Garden room extension
The custodians of this grade II listed building were keen to create a unique contemporary extension which embraces traditional techniques and materials. The oak frame will be ‘floating’ within the building envelope, this means there will be a visible gap around all of the inner timbers. With a design that does not comply with the traditional rule-set this posed a few challenges. Design by Verve Architects of Cambridge.
The first of which was how to get hold of timbers for the rafters which have a large curve and a straight section within the same piece! It was critical that the grain followed the profile as best as possible to maintain strength and reduce splitting effects once the oak begins to dry. A template was left with our timber supplier and over a period of nearly a year, six suitable timbers were found. These come to us as slabs, from which the profile is carefully marked and cut. This picture shows one of the slabs (not the best one!) partially cut.
From a framing perspective, the lay-up process for an open truss design like this was challenging. We had to resort to a full ‘plumb scribe’ technique, marking out a 1:1 design on the workshop floor and used a plumb bob to position the timbers before scribing the joints.
We opted for a large 2″ tenon at the rafter foot, into a diminished housed mortice at the top of the post. The picture here is of the gable closest to the house.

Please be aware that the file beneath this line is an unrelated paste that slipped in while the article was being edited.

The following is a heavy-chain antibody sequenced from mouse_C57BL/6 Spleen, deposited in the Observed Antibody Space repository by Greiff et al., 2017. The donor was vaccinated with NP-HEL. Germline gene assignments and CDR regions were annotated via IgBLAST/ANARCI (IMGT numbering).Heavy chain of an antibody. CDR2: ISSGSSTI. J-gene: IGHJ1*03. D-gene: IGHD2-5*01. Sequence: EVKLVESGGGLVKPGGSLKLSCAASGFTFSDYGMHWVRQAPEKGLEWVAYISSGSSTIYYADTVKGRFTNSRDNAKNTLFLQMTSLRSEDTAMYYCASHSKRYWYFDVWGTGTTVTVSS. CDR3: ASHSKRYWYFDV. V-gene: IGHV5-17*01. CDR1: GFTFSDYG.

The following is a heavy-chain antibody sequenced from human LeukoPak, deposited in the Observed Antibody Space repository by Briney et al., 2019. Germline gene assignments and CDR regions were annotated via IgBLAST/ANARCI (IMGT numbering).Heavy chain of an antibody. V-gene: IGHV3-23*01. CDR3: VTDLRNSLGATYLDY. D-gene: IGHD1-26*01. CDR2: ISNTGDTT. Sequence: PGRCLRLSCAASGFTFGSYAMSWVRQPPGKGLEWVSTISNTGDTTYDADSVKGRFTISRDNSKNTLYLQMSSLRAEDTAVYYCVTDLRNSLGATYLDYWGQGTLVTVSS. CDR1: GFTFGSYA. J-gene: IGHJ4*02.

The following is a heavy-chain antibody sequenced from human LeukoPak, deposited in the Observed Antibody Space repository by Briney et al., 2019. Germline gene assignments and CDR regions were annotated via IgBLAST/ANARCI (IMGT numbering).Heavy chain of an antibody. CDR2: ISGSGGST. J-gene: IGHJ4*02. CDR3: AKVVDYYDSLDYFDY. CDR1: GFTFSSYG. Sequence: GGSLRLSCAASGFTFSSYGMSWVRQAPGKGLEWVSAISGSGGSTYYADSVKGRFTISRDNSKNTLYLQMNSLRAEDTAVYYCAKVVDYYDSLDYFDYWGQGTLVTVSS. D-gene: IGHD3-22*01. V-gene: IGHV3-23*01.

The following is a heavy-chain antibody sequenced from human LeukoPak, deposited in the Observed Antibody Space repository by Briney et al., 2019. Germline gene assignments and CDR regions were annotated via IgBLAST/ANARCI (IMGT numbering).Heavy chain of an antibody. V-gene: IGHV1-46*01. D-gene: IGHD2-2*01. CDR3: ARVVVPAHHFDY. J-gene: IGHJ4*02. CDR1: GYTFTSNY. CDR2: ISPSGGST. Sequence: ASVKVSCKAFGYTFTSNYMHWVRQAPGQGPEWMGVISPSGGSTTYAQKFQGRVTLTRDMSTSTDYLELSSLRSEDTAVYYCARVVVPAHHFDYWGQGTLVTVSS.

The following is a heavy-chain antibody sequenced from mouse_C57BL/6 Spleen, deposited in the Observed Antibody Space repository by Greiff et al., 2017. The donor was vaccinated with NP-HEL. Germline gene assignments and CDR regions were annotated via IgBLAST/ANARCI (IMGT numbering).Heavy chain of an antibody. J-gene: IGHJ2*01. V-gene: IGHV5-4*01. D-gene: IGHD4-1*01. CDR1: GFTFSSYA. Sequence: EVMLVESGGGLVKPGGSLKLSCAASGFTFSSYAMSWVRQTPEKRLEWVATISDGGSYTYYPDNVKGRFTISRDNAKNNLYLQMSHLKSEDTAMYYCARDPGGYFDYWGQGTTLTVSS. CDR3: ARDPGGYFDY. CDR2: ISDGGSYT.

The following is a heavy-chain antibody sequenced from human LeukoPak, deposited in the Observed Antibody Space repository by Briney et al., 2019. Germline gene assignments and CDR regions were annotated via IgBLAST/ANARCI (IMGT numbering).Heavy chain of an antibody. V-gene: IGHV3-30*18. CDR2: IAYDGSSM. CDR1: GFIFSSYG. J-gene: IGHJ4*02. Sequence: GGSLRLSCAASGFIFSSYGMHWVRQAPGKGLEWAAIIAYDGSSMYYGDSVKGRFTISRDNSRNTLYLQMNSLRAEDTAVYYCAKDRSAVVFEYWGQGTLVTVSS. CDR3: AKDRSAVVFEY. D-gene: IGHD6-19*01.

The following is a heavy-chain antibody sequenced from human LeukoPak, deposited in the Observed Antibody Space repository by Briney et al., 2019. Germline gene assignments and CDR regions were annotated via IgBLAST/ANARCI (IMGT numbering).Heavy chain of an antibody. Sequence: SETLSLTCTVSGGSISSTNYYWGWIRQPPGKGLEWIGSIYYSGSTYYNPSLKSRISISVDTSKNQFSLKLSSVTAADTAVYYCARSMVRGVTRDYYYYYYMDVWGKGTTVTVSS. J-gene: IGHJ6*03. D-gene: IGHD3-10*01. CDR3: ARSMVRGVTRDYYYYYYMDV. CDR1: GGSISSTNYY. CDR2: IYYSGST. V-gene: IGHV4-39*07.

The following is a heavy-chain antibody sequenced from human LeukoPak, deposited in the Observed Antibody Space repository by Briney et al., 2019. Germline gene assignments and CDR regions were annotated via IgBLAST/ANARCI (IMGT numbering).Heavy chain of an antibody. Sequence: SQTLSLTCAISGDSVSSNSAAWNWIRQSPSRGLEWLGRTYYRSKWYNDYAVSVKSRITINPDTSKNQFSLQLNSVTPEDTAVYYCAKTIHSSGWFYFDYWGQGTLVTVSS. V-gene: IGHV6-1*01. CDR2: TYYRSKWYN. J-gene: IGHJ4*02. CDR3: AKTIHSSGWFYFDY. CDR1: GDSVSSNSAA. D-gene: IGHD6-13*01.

The other main challenge with this design is the lack of tying timbers, critically at the middle cross-frame. This has been overcome by the use of engineered glue-lam beams within the outer building envelope and rather heavy duty steel shoes, which have been flitched into the main oak posts and resin bolted to the footings. The following picture from the mature gardens.
Please note that all the completed pictures show softwood spanning & bracing timbers. These will be removed, but are temporarily needed to support the frame.
The gable end will be direct glazed using matched curved cover boards (currently drying in our solar timber kiln!)
One of the most challenging features of this design, which you may have noticed is the profiled wall plates. The inner face has two facets, the lower one matches the profile of the back on the curved rafter. Another quirky, but interesting feature.
We also decided to use a face-halved scarf joint over the post to help resist outward thrust, this can be just made out in the above picture.
From the inside, the gable end facing the mature gardens.
Further back, note the fixings will be hidden against the adjacent wall.
And finally, our client had a camera spying on our every move (apologies for the quality, we are yet to receive better resolution video):